In the hip Brooklyn neighborhood of Red Hook, single dad and record store owner Frank (Nick Offerman, NBC’s Parks & Rec) is preparing to send his hardworking daughter, Sam (Kiersey Clemons, Dope) off to college, while being forced to close his vintage shop. Hoping to stay connected through their shared musical passions, Frank urges Sam to turn their weekly “jam sesh” into a father-daughter live act. After their first song becomes an Internet breakout hit, the two embark on a journey of love, growth, and musical discovery. Filled with endless amounts of humanity and laughter, the latest from acclaimed writer/director Brett Haley (I’ll See You in My Dreams, The Hero) is the kind of feel-good film we need right now.
For over thirty years, Fred Rogers, an unassuming minister, puppeteer, writer and producer was beamed daily into homes across America. In his beloved television program, Mister Rogers’ Neighborhood, Fred and his cast of puppets and friends spoke directly to young children about some of life’s weightiest issues, in a simple, direct fashion. There hadn’t been anything like Mr. Rogers on television before and there hasn’t been since. Though he may be best known today as a soft-spoken, cardigan-wearing children’s television host, in reality, Fred Rogers’ career represents a sustained attempt to present a coherent, beneficent view about how we should best speak to children about important matters and how television could be used as a positive force in our society.
In Won’t You Be My Neighbor?, Academy Award-winning filmmaker Morgan Neville (Twenty Feet from Stardom) looks back on the legacy of Fred Rogers, focusing on his radically kind ideas. While the nation changed around him, Fred Rogers stood firm in his beliefs about the importance of protecting childhood. Neville pays tribute to this legacy with the latest in his series of highly engaging, moving documentary portraits of essential American artists.
AMERICAN ANIMALS is the unbelievable but entirely true story of four young men who attempt to execute one of the most audacious art heists in U.S. history. The film centers around two friends from the middle-class suburbs of Lexington, Kentucky. Spencer (Barry Keoghan), is determined to become an artist but feels he lacks the essential ingredient that unites all great artists – suffering. His closest friend, Warren (Evan Peters), has also been raised to believe that his life will be special, and that he will be unique in some way. But as they leave the suburbs for universities in the same town, the realities of adult life begin to dawn on them and with that, the realization that their lives may in fact never be important or special in any way. Determined to live lives that are out of the ordinary, they plan the brazen theft of some of the world’s most valuable books from the special collections room of Spencer's college Library. Enlisting two more friends, accounting major Eric (Jared Abrahamson) and fitness fanatic Chas (Blake Jenner), and taking their cues from heist movies, the gang meticulously plots the theft and subsequent fence of the stolen artworks. Although some of the group begin to have second thoughts, they discover that the plan has seemingly taken on a life of its own. Unfolding from multiple perspectives, and innovatively incorporating the real-life figures at the heart of the story, writer-director Bart Layton (The Imposter) takes the heist movie into bold new territory.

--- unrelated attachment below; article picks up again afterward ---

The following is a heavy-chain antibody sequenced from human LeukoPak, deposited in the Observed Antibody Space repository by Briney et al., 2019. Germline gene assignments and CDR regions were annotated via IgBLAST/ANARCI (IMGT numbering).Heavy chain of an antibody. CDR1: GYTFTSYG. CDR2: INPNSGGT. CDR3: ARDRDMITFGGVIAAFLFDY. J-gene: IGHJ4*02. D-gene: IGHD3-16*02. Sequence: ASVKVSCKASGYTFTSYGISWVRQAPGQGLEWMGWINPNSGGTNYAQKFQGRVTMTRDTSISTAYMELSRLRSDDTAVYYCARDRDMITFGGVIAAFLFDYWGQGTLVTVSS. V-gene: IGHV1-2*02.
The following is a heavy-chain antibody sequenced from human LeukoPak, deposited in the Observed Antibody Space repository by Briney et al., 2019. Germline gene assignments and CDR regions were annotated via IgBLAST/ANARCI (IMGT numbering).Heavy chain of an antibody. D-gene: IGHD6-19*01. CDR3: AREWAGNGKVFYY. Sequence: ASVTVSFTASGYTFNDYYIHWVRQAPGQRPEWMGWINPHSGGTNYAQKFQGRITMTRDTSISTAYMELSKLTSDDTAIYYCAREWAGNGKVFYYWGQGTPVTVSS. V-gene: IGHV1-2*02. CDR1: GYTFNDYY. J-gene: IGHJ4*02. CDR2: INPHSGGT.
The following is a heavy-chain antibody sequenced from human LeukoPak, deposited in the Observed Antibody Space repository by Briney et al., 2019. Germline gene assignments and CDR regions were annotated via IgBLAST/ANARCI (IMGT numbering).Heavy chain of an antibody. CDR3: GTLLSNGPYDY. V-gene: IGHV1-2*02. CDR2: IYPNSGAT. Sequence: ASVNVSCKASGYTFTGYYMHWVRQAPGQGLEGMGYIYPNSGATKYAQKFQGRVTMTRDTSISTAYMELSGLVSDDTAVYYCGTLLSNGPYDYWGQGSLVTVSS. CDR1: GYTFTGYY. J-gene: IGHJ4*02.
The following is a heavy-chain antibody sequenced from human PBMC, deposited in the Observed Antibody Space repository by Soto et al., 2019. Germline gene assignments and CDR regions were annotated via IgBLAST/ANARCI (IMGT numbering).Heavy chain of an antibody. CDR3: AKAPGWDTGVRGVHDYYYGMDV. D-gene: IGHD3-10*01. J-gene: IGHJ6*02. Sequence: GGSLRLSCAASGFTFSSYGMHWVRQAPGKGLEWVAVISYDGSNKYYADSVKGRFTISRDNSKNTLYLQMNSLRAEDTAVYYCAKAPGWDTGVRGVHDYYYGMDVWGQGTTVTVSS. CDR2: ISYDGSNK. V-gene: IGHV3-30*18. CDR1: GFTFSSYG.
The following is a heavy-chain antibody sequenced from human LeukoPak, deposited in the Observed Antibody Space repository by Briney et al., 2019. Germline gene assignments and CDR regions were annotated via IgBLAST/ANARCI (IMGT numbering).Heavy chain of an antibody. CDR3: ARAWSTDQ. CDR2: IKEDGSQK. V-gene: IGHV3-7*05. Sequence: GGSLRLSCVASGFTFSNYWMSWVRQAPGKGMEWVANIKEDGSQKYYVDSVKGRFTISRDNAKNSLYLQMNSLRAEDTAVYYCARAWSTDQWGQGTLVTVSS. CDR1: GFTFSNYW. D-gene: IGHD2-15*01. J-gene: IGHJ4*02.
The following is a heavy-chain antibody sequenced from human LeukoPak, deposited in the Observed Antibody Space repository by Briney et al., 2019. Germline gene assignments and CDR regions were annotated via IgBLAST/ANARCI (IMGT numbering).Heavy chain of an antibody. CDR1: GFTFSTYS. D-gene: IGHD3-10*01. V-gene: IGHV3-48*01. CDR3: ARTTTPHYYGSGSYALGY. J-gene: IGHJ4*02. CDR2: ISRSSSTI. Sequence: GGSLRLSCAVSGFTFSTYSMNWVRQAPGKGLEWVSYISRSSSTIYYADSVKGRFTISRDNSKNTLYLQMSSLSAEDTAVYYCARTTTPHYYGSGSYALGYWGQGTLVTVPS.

Reverend Ernst Toller (Ethan Hawke) is a solitary, middle-aged parish pastor at a small Dutch Reform church in upstate New York on the cusp of celebrating its 250th anniversary. Once a stop on the Underground Railroad, the church is now a tourist attraction catering to a dwindling congregation, eclipsed by its nearby parent church, Abundant Life, with its state-of-the-art facilities and 5,000-strong flock. When a pregnant parishioner (Amanda Seyfried) asks Reverend Toller to counsel her husband, a radical environmentalist, the clergyman finds himself plunged into his own tormented past, and equally despairing future, until he finds redemption in an act of grandiose violence. From writer-director Paul Schrader (Taxi Driver; American Gigolo; Affliction) comes a gripping thriller about a crisis of faith that is at once personal, political, and planetary.
First Reformed is a stunner, a spiritually probing work of art with the soul of a thriller, realized with a level of formal control and fierce moral anger that we seldom see in American movies. A miracle in its own regard, a movie about faith tested, and people trying to reconcile hope with a world that can feel hopeless. It's a film to be seen in a dark theater with an audience hushed in reverence of the power of cinema.
LAURA (Vera Farmiga) is a single mother living in Seattle, who has a constant need to put others & animals before her. When her estranged, criminally-minded father JACK (Christopher Plummer) is kicked out of his retirement home, Laura agrees to drive him down the coast to live with her sister JoJo (Kristen Schaal) in LA. Along for the ride is her bright but troubled son HENRY, and an assortment of animal charity cases. Without telling Laura, Jack convinces Henry to help him sell off his copious supply of marijuana at every stop of their journey, resulting in unexpected reunions with old friends and family.